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Human Trial Suggests CRISPR Could Be a Viable Cancer Treatment

This could be great news for experimental cancer treatments.

2. 7. 20 / Kristin Houser
Prasad Adusumilli/Memorial Sloan Kettering
Image by Prasad Adusumilli/Memorial Sloan Kettering

Scientists from the University of Pennsylvania just published the results of the first U.S. trial of CRISPR-edited cells in cancer patients — and they’re very encouraging.

In April 2019, UPenn confirmed that a team of its researchers had officially begun testing CRISPR-edited cells in humans.

For that trial, the scientists had removed immune cells from three patients with advanced, treatment-resistant cancers. They then used CRISPR-Cas9 to edit the cells in order to improve their ability to fight tumors before returning them to the patients’ bodies.

In November, the team shared the promising results of their CRISPR trial online, noting that the edited cells were still detectable in the patients’ bodies and hadn’t produced any negative side effects.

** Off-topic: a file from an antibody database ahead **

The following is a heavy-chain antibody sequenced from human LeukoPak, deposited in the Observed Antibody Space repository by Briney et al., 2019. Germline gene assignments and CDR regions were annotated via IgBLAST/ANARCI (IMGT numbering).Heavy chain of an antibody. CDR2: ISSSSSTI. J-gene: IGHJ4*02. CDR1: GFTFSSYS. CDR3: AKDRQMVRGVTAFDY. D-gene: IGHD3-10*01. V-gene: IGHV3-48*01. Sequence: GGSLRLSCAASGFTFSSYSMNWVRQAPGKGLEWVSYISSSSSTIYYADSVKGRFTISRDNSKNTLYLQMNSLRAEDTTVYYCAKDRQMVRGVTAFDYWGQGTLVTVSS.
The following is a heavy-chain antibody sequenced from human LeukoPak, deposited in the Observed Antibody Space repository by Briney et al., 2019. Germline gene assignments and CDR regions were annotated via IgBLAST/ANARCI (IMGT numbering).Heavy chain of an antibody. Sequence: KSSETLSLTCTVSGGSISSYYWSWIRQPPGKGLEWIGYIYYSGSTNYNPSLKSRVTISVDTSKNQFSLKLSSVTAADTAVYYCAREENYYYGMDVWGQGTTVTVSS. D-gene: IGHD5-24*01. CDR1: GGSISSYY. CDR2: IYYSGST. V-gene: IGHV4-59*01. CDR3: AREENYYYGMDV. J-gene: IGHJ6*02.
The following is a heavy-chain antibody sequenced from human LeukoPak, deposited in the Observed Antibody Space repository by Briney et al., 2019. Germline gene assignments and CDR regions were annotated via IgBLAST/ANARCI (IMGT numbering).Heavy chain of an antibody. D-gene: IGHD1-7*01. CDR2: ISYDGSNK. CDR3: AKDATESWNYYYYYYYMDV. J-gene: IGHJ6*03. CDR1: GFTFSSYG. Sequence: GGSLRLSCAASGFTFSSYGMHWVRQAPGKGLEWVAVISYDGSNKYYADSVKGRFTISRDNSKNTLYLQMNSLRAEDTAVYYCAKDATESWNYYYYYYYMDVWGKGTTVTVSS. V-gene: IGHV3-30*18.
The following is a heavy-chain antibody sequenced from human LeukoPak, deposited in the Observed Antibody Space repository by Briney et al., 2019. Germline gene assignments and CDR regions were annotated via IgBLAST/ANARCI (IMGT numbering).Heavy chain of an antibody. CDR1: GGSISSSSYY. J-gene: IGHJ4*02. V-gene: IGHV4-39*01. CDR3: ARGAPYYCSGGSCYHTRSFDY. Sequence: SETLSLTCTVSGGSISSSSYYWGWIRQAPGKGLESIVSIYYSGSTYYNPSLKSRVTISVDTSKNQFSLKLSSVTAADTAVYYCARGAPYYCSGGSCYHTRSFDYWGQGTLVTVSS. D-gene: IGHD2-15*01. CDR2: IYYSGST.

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However, the study had yet to undergo the peer-review process at that point. That meant the results were still only tentative prior to the study’s publication in the journal Science on Thursday.

Because this was only a Phase 1 trial, the researchers’ focus was on the safety of the treatment — not on its efficacy.

But as CRISPR inventor Jennifer Doudna pointed out in a Perspectives essay published alongside the study, knowing that CRISPR-edited cells won’t harm cancer patients is the first step to using those cells to treat the disease.

“Until now, it has been unknown whether CRISPR-Cas9-edited T cells would be tolerated and thrive once reinfused into a human,” Doudna wrote, later adding that the UPenn team’s findings “represent an important advance in the therapeutic application of gene editing and highlight the potential to accelerate development of cell-based therapies.”

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